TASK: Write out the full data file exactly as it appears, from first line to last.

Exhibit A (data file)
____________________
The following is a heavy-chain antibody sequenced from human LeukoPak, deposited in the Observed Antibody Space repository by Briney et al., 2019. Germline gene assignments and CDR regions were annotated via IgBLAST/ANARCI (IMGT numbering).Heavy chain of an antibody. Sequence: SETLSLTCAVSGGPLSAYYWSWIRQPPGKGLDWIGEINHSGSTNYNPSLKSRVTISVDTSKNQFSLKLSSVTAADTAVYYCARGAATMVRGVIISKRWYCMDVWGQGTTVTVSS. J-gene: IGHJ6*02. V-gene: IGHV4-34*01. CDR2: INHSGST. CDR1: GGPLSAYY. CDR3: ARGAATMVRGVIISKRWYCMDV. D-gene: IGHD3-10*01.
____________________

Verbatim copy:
The following is a heavy-chain antibody sequenced from human LeukoPak, deposited in the Observed Antibody Space repository by Briney et al., 2019. Germline gene assignments and CDR regions were annotated via IgBLAST/ANARCI (IMGT numbering).Heavy chain of an antibody. Sequence: SETLSLTCAVSGGPLSAYYWSWIRQPPGKGLDWIGEINHSGSTNYNPSLKSRVTISVDTSKNQFSLKLSSVTAADTAVYYCARGAATMVRGVIISKRWYCMDVWGQGTTVTVSS. J-gene: IGHJ6*02. V-gene: IGHV4-34*01. CDR2: INHSGST. CDR1: GGPLSAYY. CDR3: ARGAATMVRGVIISKRWYCMDV. D-gene: IGHD3-10*01.